At one point during the U.S. Open telecast on Monday, NBC showed a series of pictures of Phil Mickelson hugging his wife, Amy, over the years. And then the network played the audio of Phil telling reporters earlier this week that, prior to the tournament, Amy had left him a series of notes mentioning that she hoped to have a big silver trophy next to her in the hospital when she goes in for breast cancer treatment early next month.
I'd heard that clip a few times already, so it didn't really affect me, but my wife had not heard it. And so I wasn't surprised to look down toward the other end of the couch and see tears running down her face. And because of that, I got a little choked up, too. How do you not get sucked in, even if you're a cynic, to pulling for the guy whose wife has cancer? Mickelson said after after his wife was diagnosed, he'd sometimes be driving in his car, alone, and burst into tears for reasons he couldn't quite explain. And when I heard him say that, I understood completely. I thought to myself, "That's exactly how I'd react."
I didn't want to tell my wife that, deep down, I knew we were only being set up for disappointment. Mickelson was leading at the time, having just made an eagle to pull into a tie for the lead, and our hearts were racing, but there was no way he was going to win that trophy. I wanted so desperately to believe it was going to be different this time, but I knew it wouldn't be. Mickelson is forever destined to be Charlie Brown to the U.S. Open's Lucy. Every time it looks like he's going to finally kick that football, it get snatched away at the last second, often in agonizing fashion.
Watching the U.S. Open together has become a bit of a tradition for my wife and I in recent years. I root for the players that I like based on their personalities and their games, and she roots for players based on how they're dressed and how nice their wives seem, while at the same time rooting against those she feels are dressed poorly. (Despite my pleading, she refused to pull for Rocco Mediate last year over Tiger Woods and his impeccably tailored shirts.) Mickelson sort of represents the perfect storm for us. He's my favorite golfer, and she thinks he's become a much better dresser in recent years. (She liked his pants this year.) The way his kids run onto the green to hug his leg after victories also makes her infectiously happy. (I confess, I have daydreams about my own kids doing the same, to me, at our family golf tournament some day.)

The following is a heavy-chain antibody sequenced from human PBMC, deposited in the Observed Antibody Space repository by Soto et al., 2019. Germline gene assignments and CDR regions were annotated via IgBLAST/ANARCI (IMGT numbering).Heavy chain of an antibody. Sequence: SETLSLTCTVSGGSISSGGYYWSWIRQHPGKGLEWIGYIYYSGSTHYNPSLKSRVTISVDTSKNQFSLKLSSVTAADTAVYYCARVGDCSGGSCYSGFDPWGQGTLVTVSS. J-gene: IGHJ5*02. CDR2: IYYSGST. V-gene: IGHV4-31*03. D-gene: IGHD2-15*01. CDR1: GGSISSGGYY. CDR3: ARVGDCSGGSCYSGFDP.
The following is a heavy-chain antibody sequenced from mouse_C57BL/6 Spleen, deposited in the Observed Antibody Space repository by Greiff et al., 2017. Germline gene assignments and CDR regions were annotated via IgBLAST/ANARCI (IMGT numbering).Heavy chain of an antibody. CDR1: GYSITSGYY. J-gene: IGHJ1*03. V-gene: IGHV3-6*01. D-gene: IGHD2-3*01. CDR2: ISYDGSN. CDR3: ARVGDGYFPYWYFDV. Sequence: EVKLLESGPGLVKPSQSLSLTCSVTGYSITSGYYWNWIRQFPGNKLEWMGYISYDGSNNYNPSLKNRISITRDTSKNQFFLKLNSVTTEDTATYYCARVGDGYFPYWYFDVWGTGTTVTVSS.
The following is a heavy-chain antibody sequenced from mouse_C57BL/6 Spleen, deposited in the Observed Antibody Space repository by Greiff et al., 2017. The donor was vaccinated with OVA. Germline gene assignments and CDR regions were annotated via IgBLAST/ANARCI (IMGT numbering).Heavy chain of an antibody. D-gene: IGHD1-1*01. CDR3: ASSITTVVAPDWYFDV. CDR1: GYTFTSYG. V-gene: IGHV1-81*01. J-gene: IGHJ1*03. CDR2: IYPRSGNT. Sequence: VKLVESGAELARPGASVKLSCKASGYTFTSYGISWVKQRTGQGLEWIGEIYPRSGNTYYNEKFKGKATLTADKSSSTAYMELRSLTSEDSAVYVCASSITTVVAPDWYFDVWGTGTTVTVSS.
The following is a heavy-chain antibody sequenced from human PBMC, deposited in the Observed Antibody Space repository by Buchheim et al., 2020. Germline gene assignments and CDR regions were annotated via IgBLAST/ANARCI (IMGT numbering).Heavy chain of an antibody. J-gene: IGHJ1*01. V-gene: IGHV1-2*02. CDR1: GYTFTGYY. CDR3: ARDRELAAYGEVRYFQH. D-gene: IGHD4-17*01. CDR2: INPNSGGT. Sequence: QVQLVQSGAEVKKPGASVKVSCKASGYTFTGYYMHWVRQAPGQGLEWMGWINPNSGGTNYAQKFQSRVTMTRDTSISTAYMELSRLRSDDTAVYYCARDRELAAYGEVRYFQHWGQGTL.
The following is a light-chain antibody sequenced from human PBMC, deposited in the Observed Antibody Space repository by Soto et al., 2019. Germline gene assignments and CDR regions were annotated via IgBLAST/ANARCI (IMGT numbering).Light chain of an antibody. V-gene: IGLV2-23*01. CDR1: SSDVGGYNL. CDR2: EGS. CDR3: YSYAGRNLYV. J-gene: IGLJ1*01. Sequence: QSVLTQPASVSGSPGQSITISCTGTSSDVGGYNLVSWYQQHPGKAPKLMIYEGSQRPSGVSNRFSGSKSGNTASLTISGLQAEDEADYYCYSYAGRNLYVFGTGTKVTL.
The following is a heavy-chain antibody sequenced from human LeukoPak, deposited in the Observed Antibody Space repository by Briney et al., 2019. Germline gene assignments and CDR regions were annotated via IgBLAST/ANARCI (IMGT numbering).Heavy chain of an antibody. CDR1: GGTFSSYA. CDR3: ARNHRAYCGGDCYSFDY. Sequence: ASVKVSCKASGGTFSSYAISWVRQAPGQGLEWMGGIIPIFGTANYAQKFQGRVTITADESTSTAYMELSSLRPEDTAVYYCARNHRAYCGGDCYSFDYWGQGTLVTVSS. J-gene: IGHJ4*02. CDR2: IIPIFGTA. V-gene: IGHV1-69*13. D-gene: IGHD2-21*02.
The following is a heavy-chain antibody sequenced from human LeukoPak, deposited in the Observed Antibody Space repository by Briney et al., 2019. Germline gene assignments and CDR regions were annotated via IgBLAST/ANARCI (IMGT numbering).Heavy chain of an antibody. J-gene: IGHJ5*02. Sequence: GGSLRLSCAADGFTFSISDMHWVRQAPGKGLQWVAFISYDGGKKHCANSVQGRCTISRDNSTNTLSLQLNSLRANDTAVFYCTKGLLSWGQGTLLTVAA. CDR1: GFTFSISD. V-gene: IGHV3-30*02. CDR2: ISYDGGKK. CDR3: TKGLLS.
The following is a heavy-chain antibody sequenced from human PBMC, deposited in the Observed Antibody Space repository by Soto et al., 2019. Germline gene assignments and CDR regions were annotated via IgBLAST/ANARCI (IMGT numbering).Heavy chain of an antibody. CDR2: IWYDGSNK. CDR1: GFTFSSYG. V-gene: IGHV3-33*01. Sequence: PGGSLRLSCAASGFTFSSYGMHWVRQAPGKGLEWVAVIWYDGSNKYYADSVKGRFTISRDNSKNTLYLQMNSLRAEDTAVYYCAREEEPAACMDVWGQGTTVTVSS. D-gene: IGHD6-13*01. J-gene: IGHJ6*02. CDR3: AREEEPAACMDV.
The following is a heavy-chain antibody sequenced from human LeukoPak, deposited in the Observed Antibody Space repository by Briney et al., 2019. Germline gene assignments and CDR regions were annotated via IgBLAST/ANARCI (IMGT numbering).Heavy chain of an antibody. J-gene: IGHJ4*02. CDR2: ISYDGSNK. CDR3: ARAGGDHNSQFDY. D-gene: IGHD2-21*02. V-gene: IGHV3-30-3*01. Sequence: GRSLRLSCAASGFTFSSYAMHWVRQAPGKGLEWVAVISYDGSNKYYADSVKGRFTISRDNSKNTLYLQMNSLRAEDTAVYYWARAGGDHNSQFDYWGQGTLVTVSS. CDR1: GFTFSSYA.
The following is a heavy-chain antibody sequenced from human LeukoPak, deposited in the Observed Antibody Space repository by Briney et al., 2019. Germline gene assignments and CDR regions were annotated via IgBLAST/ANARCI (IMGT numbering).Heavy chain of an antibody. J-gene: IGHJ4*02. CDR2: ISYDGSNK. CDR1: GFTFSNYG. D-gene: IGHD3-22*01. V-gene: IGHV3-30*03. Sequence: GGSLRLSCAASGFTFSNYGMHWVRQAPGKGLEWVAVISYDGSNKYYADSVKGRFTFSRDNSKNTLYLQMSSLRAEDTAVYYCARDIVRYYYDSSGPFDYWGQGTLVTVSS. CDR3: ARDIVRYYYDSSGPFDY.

I think, though, that I've realized this about Mickelson today: Just like my wife and I, he can't really bottle up his emotions. At least not long enough to win a U.S. Open. This is the fifth time he's finished second in this tournament, and in every instance, he'd made just enough mistakes to let it slip away at the end. Golf is such an emotional game, and that's the main reason why Tiger Woods, when he's all finished, will probably have more than 20 majors. (He's practically an android under pressure.) You can't get too excited, and you can't get too upset.
Lucas Glover played that role perfectly Monday. Even when he rolled in a 3-foot putt on 18 to win, he looked like a guy who had just won a Nationwide Tour event, not the United States Open. He raised his right hand, waved to the crowd, and barely smiled. I thought, "What a surprise. The most boring guy won the tournament."
But the more I heard and read about Glover, the more I realized how wrong I was. During the numerous rain delays this week, Glover spent his time reading books, and polished off four of them in as many days. He told reporters he usually reads about a book a week, which pretty much blows my mind. (I can count on one hand the number of professional athletes I've encountered who are big readers, although David Duval is one.) And Glover is also a big Seinfeld addict, having seen every episode multiple times.
As Glover came off the 18th green, he made a beeline for his wife -- his high school sweetheart -- and then hugged her for a good, solid minute before finally moving on to sign his scorecard. My own wife had already left the room, eager to attend to some tomato plants in her garden, so she didn't see their embrace, which was too bad.
Because while Mickelson will always be our guy, Glover was just a cool pair of pants, and a couple of little kids away, from being the kind of golfer we could both root for in future U.S. Opens.